worker verifies oil system outside a plant

Six Ways to Verify Oil Flush Success

It can be daunting to try to verify the results of an oil flush. Particles as small as 2 microns can damage your equipment, but the human eye strains to see particles 30-40 microns in width. Besides super human eyesight or giant coke bottle glasses, we have six reliable ways you can personally verify your lube oil cleanliness. You should always use two types of verification; particle counts for microscopic contaminates and inspection media for particles visible to the naked eye.

1. Visual Inspection – While superhuman eyesight is required to see some particles, it is still a good idea to do a visual check. Using a 100-mesh screen (normally required by manufacturers), you can make sure nothing obvious is still running through your system.

2. Patch Kits – For quick checks and people who are okay with knowing they are in the ballpark instead of having a specific and reliable measurement, patch kits offer a fairly reliable and quick solution. Because they do leave room for human error, we recommend always backing up this method with laboratory testing (which can take longer).

3. Independent Lab Analysis – lab results are the most accurate way to know what precisely is happening with your lube oil. We work with an independent lab that returns results in 24 hours or less, but some analysis and labs can take longer. A patch kit for instant verification plus a sample sent off to the lab is always a way to have quick results now and peace of mind later with the certified lab results.

4. Portable Particle Counters – These are fast, reliable and great at identifying microscopic particles. You’ll want a unit that provides ISO and NAS cleanliness code counts. This is still a DYI solution, and false results can easily occur if the wrong type of particle counter is used for your application or you don’t check the calibration before each analysis. Our basic guide for selecting these is:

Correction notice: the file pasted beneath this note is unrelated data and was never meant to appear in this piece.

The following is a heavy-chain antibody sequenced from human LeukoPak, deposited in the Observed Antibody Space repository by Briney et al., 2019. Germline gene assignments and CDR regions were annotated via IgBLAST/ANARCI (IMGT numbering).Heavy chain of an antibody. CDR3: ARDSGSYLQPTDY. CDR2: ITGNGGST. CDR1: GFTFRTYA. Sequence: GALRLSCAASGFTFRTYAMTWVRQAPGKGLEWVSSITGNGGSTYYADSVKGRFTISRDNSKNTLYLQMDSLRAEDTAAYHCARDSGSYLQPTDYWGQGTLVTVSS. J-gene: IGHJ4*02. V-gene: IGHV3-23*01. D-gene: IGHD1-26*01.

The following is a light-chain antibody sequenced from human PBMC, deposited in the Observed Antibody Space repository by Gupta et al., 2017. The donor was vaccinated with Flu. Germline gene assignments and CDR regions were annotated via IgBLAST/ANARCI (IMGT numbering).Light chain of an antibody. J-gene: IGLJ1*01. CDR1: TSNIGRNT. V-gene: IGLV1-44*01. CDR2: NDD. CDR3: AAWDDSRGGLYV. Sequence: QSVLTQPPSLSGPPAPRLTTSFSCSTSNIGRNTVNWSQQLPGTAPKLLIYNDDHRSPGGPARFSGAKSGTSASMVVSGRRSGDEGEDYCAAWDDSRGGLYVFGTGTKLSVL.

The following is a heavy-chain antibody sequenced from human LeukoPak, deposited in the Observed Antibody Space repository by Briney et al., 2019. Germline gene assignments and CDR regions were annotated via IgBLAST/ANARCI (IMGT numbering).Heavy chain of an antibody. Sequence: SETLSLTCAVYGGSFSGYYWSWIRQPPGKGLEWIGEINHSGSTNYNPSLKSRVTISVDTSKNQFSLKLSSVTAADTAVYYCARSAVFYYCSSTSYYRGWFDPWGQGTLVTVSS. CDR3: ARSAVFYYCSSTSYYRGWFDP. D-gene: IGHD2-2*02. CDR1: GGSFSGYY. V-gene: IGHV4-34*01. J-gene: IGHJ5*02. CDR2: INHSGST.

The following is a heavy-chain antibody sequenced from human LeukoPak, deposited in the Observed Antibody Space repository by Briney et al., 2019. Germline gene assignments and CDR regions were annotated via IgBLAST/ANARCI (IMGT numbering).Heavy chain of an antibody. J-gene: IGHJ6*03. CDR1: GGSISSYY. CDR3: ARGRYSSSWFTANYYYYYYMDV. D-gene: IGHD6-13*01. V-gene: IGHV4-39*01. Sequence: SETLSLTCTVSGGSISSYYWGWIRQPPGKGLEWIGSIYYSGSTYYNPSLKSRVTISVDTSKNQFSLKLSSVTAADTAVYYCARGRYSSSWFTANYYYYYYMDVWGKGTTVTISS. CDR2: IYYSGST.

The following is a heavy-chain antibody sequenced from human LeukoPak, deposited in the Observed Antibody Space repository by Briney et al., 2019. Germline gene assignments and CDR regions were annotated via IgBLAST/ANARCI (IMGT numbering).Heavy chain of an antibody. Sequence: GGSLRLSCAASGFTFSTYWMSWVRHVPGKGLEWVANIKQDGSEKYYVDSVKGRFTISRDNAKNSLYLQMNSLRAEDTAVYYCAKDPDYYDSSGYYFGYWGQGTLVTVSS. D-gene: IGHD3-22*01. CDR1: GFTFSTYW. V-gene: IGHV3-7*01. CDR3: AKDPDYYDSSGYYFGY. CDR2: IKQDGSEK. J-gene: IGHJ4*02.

• Light-refracting units – best for turbine and hydraulic fluids, these can give incorrect readings with dark oils and moisture contamination.
  • Pore-blockage  – use for darker oils and moisture; these can be sensitive and taking your time setting them up and calibrating them is important.

5.Strainers & Filters – strainers and filters offer tried and true ways to monitor your system for most particles but may miss microscopic contaminates. There are several choices when it comes to strainers, including:

  • Wye Strainers – Common, inexpensive, and easy to change, but easily crushed, They can also give a false positive if contamination drops out in to the screen cover.
  • Basket Strainers – Used commonly in modern flushing, but can be scarce and expensive because there are not standardized baskets and housings. However, they accept full flow and have a sealed bottom to capture all particles.
  • Witch’s Hat Strainers – Not commonly used by flushing professionals, but some manufacturers do require this strainer at the return header to prevent reservoir contamination. These must be checked often since they are prone to blowouts and tears.
  • Bag Filters – Common and inexpensive, these filers are available in many micron sizes and distributed globally. The drawbacks to bag filters are the potentially expensive housings, the difficulty in inspecting them, and the fact that they do let many contaminates pass through.

5. Flange Screens (a.k.a. Slip Screens) – These are preferred by oil flush technicians, due to their ease of placement between flanges in gaskets with no disturbance to the piping or machinery. These screens are easily cleaned and reused repeatedly, especially during a flush. The drawback to slip screens is they can become clogged and back up fluid upstream or be destroyed.

Learn More About our PLI-Screens here.

Source: Larry B. Jordan